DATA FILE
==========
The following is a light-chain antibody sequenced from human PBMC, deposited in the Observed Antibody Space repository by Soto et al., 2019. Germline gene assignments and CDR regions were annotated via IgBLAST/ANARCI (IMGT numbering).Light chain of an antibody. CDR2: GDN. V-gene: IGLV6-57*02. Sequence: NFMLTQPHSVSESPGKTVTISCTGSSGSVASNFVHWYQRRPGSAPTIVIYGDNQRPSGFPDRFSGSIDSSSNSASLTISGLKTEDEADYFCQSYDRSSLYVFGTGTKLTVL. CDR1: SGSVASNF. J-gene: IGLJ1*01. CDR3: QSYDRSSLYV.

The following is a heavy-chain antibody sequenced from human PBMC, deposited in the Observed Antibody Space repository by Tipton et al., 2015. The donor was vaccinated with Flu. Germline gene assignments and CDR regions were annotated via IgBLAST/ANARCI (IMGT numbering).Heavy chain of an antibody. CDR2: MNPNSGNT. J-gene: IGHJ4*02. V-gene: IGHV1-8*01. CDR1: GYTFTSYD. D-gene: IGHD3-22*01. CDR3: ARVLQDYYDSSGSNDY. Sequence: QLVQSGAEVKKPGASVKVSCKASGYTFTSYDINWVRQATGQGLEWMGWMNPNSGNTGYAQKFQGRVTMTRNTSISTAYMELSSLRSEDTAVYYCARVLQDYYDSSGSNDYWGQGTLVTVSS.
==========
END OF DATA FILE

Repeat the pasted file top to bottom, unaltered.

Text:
The following is a light-chain antibody sequenced from human PBMC, deposited in the Observed Antibody Space repository by Soto et al., 2019. Germline gene assignments and CDR regions were annotated via IgBLAST/ANARCI (IMGT numbering).Light chain of an antibody. CDR2: GDN. V-gene: IGLV6-57*02. Sequence: NFMLTQPHSVSESPGKTVTISCTGSSGSVASNFVHWYQRRPGSAPTIVIYGDNQRPSGFPDRFSGSIDSSSNSASLTISGLKTEDEADYFCQSYDRSSLYVFGTGTKLTVL. CDR1: SGSVASNF. J-gene: IGLJ1*01. CDR3: QSYDRSSLYV.

The following is a heavy-chain antibody sequenced from human PBMC, deposited in the Observed Antibody Space repository by Tipton et al., 2015. The donor was vaccinated with Flu. Germline gene assignments and CDR regions were annotated via IgBLAST/ANARCI (IMGT numbering).Heavy chain of an antibody. CDR2: MNPNSGNT. J-gene: IGHJ4*02. V-gene: IGHV1-8*01. CDR1: GYTFTSYD. D-gene: IGHD3-22*01. CDR3: ARVLQDYYDSSGSNDY. Sequence: QLVQSGAEVKKPGASVKVSCKASGYTFTSYDINWVRQATGQGLEWMGWMNPNSGNTGYAQKFQGRVTMTRNTSISTAYMELSSLRSEDTAVYYCARVLQDYYDSSGSNDYWGQGTLVTVSS.